A disease that has infected millions of people in Mexico, Central America and South America is now showing up in greater numbers than had been previously reported in Texas; not in people, but in dogs.
A recently released study by researchers at Texas A&M University showed that nearly one in 10 shelter dogs had been exposed to the parasite that causes Chagas, a disease spread by insects known as kissing bugs.
The dogs were chosen from seven animal shelters across Texas, including two in Dallas-Fort Worth.
“We looked at those areas, because, potentially, they could be areas to look at from a human health standpoint as well, if the bugs are there and if dogs are infected,” said Sarah Hamer, Ph.D., an assistant professor at Texas A&M and one of the lead researchers of the shelter dog study.
Shelter dogs were chosen for the study because they have a higher risk of being exposed to kissing bugs than pet dogs do, given that their lives as strays are more likely to be spent outdoors, according to Hamer.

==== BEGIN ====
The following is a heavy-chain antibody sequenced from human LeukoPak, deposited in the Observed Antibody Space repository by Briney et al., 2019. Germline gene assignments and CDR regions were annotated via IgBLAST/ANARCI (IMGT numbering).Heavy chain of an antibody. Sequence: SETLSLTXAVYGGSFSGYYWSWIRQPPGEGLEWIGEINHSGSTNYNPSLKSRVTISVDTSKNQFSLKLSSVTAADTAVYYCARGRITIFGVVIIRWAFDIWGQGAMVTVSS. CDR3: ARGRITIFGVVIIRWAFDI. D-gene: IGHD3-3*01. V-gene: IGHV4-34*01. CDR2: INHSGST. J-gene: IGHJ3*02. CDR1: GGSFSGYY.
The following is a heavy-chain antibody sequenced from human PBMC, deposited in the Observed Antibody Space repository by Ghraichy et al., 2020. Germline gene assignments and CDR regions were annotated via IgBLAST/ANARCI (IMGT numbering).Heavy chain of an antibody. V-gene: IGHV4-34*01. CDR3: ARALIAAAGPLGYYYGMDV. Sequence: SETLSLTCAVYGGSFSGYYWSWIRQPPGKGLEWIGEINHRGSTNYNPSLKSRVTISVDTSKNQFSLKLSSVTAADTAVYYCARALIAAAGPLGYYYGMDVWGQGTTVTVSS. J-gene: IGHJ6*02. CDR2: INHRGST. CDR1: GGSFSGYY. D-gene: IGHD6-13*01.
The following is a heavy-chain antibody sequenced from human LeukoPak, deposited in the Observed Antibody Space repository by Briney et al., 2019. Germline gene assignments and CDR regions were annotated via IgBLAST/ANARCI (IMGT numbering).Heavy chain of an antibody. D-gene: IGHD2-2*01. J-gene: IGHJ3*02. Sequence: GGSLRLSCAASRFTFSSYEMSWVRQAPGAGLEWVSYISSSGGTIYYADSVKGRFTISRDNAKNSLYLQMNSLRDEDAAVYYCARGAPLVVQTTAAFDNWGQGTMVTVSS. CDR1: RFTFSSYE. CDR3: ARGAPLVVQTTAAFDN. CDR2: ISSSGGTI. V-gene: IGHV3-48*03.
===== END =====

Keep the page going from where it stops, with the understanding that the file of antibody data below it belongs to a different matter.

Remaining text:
Chagas can cause fever, swollen lymph nodes and heart problems in people who become infected, according to the Centers for Disease Control and Prevention, and can lead to similar problems for animals.
An infected dog, however, cannot spread Chagas to a person.
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The Texas Department of State Health Services only began tracking human Chagas cases in 2013, when it noted 19 infections statewide. Of those, eight of the people were believed to have become infected here in the state, according to Christine Mann, a press officer with the state.
During that same time period, 207 Chagas cases were documented in dogs, according to the Department of State Health Services.
Kissing bugs infect people and animals by biting them and depositing parasites into the victim's blood stream.
The insects are becoming more prevalent in North Texas, according to some.
“Absolutely. We’ve actually seen an increase,” said Rodney Beaman, of Fort Worth Pest Control. “I don’t think it’s an increase in bugs. I think it’s more of an increase in awareness.”
It is awareness of Chagas that the Texas A&M researchers are hoping to raise, Hamer said.